In general, when a batted ball is ruled a foul ball, the ball is dead, all runners must return to their time-of-pitch base without liability to be put out, and the batter returns to home plate to continue his turn at bat. A strike is issued for the batter if he had fewer than two strikes. If the batter already has two strikes against him when he hits a foul ball, a strike is not issued unless the ball was bunted to become a foul ball, in which case a third strike is issued and a strikeout recorded for the batter and pitcher. A strike is, however, recorded for the pitcher for every foul ball the batter hits, regardless of the count.
A batted ball caught by a fielder in flight in foul territory is not considered a foul ball, but the batter is out and runners on base may advance at their own risk.
Rules vary from stadium to stadium for a ball striking the roof or suspended object in foul territory. Some consider such a ball to still be in flight, while others consider it a foul ball and dead from the time it strikes.
On rare occasions, such as in extra innings or the ninth inning of a tie game when a runner is on third base, fielders have been known to let long foul flies drop rather than risk losing the game on a sacrifice fly. Sometimes, in that situation, a fielder will not try to catch a ball that is close to the foul line in the hope that the ball will go foul at the last second--neither catching the ball nor letting it drop would prevent a defeat.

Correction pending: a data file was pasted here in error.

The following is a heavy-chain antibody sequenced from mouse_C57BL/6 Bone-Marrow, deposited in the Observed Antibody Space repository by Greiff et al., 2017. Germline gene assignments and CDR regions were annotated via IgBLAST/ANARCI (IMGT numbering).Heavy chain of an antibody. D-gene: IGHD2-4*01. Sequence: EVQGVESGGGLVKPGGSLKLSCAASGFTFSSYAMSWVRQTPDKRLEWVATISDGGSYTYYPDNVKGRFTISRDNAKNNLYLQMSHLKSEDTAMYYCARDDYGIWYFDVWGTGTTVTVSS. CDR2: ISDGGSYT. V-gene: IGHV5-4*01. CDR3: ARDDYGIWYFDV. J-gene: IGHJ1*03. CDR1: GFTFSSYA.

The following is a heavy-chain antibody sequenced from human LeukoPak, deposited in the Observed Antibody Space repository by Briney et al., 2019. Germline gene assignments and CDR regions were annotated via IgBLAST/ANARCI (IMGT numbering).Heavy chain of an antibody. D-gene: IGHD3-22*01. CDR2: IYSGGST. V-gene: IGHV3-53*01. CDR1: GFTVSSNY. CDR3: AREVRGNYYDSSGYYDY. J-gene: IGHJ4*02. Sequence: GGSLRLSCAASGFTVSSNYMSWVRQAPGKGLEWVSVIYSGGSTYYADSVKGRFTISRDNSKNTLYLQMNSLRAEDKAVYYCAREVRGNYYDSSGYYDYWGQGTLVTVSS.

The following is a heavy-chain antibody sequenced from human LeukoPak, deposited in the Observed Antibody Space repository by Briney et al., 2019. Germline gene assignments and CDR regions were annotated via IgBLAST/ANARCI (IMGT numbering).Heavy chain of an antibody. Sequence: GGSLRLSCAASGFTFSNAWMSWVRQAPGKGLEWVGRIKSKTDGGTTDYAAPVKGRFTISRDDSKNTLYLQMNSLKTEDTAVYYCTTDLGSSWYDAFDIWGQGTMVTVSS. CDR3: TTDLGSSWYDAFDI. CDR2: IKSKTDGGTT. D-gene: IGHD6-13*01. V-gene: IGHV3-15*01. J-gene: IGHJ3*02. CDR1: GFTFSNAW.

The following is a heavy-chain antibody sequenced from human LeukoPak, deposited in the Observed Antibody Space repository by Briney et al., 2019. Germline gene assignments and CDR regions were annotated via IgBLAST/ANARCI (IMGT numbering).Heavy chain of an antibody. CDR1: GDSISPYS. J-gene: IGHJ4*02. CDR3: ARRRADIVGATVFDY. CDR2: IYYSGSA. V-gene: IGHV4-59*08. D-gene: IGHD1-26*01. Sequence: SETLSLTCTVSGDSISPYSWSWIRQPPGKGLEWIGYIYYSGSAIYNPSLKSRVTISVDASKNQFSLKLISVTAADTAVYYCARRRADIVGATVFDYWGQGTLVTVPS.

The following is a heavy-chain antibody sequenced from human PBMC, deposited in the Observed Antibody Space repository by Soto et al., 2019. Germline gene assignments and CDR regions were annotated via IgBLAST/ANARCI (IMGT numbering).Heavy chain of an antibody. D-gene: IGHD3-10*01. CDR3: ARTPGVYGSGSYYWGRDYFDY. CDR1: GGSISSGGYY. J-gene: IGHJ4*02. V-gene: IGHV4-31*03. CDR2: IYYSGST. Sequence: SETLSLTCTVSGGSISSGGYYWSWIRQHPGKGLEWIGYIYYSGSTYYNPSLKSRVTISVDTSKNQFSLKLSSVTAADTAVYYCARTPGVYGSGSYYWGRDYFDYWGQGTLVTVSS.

In different situations, a foul ball may be considered a positive or negative outcome of a pitch or swing. When there are zero or one strikes, a foul ball counts as a strike, benefiting the pitcher. However, a foul ball may reveal to the batter that he has timed a pitch well and need only make adjustment to the location of his swing on the next such pitch; this is often called a good cut or simply a good swing. Foul balls with two strikes are generally considered positive for the batter, since he thus avoids strike three on a potentially difficult pitch. Also, foul balls with two strikes increase the pitcher's pitch count, adding to his/her fatigue, thus providing some small advantage to the offense. A strategy of swinging on any ball to try to produce additional fouls and prolong an at-bat is often used against strong pitchers to try to drive them from the game sooner (and also the possibility of the pitcher throwing a pitch a hitter can get a hit on); this does, however, have the disadvantage of generating more strikeouts.